Steve Lyon - winter wheat photo
Plant breeder Steve Lyon checks out some hard red winter wheat from an early generation breeding line at the WSU Mount Vernon Research Center. (Photo by Kim Binczewski)

Flavor in many forms will be featured at this year’s Small Grains Field Day here at the Research Center from 3 to 6 p.m. June 25, 2015.

The annual event, which is free and open to the public, gives the community of growers, industry representatives, and consumers a chance to network and learn about the latest small-grains research and how it impacts the economy in the Skagit Valley and beyond.

Small grains include wheat, barley, oats, and the pseudo-cereal grain buckwheat. This year’s Field Day highlights examples of the latest varieties specifically bred for and adapted to the mild marine climate of the Pacific Northwest, according to Steve Lyon, senior scientific assistant for the WSU Mount Vernon plant breeding program.

“Right now we’re looking at some really nice lines – like ‘Edison,’ a hard white spring wheat selected from long-time Bellingham plant breeder Merrill Lewis’ Fossum Remnants seed plantings,” said Lyon. “And ‘Richard,’ a new spring barley recently released by Washington State University specifically for western Washington, is already earning rave reviews from craft maltsters.”

There will be plenty of locally growing plants and harvested seed examples to see which reflect the range of color, flavor and aroma that some of these local grains bring to the table, Lyon said. “Much of the research we’ve been doing here at the Center reflects a renewed interest from breeders, growers and consumers in heritage grains and regional wheats that can add distinct flavor, character, and nutritional value when incorporated into whole-wheat products.”

Alba barley field photo 2
Visitors walk past a field of Alba barley during their tour of the research fields during the 2014 Small Grains Field Day. (Photo by Kim Binczewski)

For organizers and attendees alike, Small Grains Field Day provides something for the whole community.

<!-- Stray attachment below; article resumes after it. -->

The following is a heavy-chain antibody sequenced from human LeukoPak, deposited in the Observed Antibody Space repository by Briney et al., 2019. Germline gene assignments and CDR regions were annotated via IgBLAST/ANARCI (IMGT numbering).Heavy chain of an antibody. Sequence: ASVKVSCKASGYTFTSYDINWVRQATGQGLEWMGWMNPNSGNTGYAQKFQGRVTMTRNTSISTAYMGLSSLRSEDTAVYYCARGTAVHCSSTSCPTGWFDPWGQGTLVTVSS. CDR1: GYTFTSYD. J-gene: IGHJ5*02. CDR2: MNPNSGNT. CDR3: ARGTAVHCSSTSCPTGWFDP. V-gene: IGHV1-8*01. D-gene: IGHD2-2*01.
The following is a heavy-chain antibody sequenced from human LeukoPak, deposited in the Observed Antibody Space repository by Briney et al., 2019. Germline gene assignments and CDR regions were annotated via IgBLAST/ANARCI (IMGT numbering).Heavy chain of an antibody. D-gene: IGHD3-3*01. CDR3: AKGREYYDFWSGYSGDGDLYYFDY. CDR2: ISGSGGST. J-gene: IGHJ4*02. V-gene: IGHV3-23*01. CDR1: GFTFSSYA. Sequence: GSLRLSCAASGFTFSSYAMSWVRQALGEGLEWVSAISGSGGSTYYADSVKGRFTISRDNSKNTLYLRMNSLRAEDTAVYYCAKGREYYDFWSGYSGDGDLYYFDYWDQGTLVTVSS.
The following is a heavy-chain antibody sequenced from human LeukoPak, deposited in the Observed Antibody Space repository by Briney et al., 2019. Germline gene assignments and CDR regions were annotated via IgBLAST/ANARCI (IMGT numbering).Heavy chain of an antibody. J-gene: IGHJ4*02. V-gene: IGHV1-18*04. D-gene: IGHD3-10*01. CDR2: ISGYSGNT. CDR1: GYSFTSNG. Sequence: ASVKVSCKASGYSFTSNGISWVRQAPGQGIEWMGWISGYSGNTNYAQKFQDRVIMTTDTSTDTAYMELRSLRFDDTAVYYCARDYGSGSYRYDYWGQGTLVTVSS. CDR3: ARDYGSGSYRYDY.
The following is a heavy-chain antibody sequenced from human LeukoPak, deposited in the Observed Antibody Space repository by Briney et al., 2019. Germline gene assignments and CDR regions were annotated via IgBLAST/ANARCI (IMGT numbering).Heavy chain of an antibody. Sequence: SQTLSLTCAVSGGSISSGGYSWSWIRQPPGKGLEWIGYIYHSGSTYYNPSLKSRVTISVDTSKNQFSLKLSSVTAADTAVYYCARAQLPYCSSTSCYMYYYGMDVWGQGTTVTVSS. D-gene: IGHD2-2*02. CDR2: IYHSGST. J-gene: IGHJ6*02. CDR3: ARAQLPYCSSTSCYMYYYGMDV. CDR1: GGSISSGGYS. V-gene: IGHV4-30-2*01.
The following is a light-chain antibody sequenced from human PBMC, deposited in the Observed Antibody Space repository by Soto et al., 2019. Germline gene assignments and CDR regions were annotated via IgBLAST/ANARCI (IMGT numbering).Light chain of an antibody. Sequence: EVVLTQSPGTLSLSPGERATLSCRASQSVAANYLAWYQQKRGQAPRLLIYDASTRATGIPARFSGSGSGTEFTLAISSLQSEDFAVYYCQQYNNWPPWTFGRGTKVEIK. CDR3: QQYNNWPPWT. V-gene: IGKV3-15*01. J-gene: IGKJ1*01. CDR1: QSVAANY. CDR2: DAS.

“Whether we’re developing seed for farmers, amassing knowledge among researchers, or opening new niche markets for millers, bakers and maltsters, we are working together to build sustainable, high-quality, high-yield, disease-resistant small grains production in the Northwest,” said Lyon.

“One focus with small grains has been to bring in established varieties new to this area to see how they perform in our environment,” he added. “If a variety is going to fail, we want it to happen in our variety testing trials rather than in a farmer’s field, where it would cost them money.”

This marks the fifth year WSU Mount Vernon researchers have been breeding winter wheat for this region.

“Several wheat varieties already earning praise for their flavor have been bred, selected, produced and milled in the Skagit Valley,” Lyon said. “And there are even more promising varieties with the potential to grow well and be successfully utilized here on the west side of the Cascade Mountains.

“What is unique about these lines is that before one is released to the public, it will not only excel agronomically but must make a high-quality, flavorful end product,” he added.

There are also some promising hard red and soft white winter wheats from private European companies, and some spring varieties through CIMMYT “which do well in high rainfall areas and are especially good for bread wheat,” Lyon said.

CIMMYT is the Spanish acronym for the International Maize and Wheat Improvement Center, a non-profit organization based in Mexico that researches sustainable development of wheat and maize farming worldwide. It provides seed, agronomy and agriculture research products, services and related tools to farmers in developing countries and maintains a seed bank which makes seed freely available to researchers.

At WSU Mount Vernon, plant breeding researchers grow and test the seed to determine suitable grains for this climate. In The Bread Lab, testing is taken to the next level to determine the qualities of local small grains that make them desirable for milling, baking and malting.

“We now have five years’ worth of local agronomic data posted to our website, so anyone can decide which varieties might work best for them,” Lyon said. “A new variety has to be profitable for the farmer yet — in its final form — be something the public will want to consume.”

More information about Small Grains Field Day and the WSU Mount Vernon Plant Breeding Program and Bread Lab is available at http://www.thebreadlab.org/plant-breeding-home/.